This is a book by my friend, Clint Geller. Reading this book opened up a whole new world of history to me. He tells us, “The American Civil War hastened an ongoing transformation in watchmaking from a craft primarily serving privileged elites to a mass-manufacturing industry providing reliable timekeepers to the multitude of ordinary citizens. In the mid-nineteenth century, personal timepieces were not only useful but they could mark an owner’s status and confer prestige. Many hundreds of thousands of Civil war soldiers, who had new, often compelling reasons to know the time, came to think of watches as essential war-fighting equipment.” [p. 1]
To discuss Civil War watches, we first must know the definition of a Civil War watch: “The most restrictive definition of a Civil War watch, and the one that horologists, historians, and serious artifact collectors should prefer, is a watch, whether American or foreign, for which there is documentary evidence (on the watch itself or elsewhere) that it was owned by a Civil War combatant or other individual of Civil War significance during or immediately at the conclusion of the conflict.” [p. 3]
Clint is, to put it mildly, an expert on watches and in particular on Civil War watches. He knows all the ins and outs of authenticating a watch as well as watch construction of the time and watch manufacturers of the time. The book is very well illustrated with photographs of watches detailing what to look for and giving excellent, clear examples of the details one must know to authenticate a Civil War timepiece.
He does a great job in placing the Civil War into its historical context and telling us why it came. In his second chapter he delves into the impact the American Civil War had on Americans’ perceptions of time. “In the year 1860, 53% of all Americans, and about 44.5% of all free Americans, were engaged in agriculture: 40% and 39%, total and free, in the North, and 84% and 66%, total and free, in the South. Thus, counting small entrepreneurs and the like, possibly fewer than half of free Americans who worked likely received regular cash wages, while the rest operated primarily or partly within a barter system. In the antebellum North, farms tended to be small, and the task of coordinating efforts among individuals tended to be fairly simple. In the antebellum South, the rural economy in many areas was dominated by large plantations, sometimes involving the labor of hundreds of individuals, most of whom were slaves. Not unlike large industrial enterprises, large agricultural enterprises required higher degrees of coordination among workers. A mid-nineteenth-century small farmer’s life was regulated by natural cycles of sunup and sundown, and it often mattered little to such a farmer what the hands on a clock or a watch may have said when these natural events occurred. Yet even here, time consciousness and the beginnings of time discipline were hitching a ride on the burgeoning railroad network from the population centers out to the countryside. Thus, perhaps counterintuitively, by the time of the Civil War, clock time had gotten a purchase on rural culture in the even more agrarian South, on account of the larger scale of Southern agricultural enterprises.” [p. 13] Synchronizing military actions required individuals to be aware of time, and the large Civil War armies required more officers and soldiers alike to be aware of time and its passage.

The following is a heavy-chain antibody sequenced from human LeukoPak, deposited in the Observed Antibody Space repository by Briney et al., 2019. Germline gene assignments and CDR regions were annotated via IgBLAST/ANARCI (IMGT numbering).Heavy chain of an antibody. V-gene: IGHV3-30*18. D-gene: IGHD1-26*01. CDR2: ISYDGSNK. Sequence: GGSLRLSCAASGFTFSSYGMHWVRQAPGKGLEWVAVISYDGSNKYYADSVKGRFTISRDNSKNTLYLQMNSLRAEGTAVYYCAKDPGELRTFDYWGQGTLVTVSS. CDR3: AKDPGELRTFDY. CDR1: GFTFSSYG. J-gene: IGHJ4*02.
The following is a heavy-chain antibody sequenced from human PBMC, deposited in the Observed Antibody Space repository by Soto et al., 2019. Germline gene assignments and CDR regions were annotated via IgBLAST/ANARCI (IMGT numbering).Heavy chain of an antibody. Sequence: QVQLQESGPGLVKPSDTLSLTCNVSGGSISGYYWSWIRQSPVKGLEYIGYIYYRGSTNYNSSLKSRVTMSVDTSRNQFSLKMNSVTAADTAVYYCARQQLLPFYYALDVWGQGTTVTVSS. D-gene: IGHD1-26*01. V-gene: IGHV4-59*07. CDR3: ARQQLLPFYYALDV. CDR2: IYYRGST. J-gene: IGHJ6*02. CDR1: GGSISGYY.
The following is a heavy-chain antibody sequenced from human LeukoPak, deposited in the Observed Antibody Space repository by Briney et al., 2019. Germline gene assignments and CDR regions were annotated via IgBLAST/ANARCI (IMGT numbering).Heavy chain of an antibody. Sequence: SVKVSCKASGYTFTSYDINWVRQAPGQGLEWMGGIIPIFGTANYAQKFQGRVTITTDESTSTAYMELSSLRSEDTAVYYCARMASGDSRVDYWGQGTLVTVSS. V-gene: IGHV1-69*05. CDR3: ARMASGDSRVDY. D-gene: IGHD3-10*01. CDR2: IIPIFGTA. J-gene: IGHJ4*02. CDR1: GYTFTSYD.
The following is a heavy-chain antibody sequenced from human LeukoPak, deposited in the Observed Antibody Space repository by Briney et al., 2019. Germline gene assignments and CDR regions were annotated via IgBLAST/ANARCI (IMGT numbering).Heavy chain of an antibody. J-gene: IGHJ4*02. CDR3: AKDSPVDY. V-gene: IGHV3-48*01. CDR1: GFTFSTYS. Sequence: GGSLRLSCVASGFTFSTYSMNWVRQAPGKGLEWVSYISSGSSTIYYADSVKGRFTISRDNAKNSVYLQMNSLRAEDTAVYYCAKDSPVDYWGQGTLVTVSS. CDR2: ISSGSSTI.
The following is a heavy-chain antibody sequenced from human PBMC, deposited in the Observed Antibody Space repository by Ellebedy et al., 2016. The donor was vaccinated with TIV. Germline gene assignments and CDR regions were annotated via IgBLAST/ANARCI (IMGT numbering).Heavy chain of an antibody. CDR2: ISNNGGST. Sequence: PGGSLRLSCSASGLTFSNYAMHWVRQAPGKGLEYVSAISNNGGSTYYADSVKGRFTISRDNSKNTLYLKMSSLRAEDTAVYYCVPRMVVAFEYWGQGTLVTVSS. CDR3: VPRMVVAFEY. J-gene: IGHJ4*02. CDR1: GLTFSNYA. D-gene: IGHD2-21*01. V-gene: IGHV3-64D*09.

Clint gives us evidence of widespread usage of watches among both Civil War officers and enlisted men, including delving into written personal accounts as well as photographs and secondary sources. Watches themselves become primary evidence as they are artifacts of the time, and many of them contain inscriptions. The book has a number of photographs of such watches and their inscriptions. He even gives us a glimpse into the lives of some of the men who carried these watches as well as the battles in which they fought.
This book is interesting because it’s in a field about which I have very little knowledge, so it is something very new to me. If you are a watch collector, I think you’ll find this book to be essential. If you’re a student of the war like me, you may find it as interesting as I did.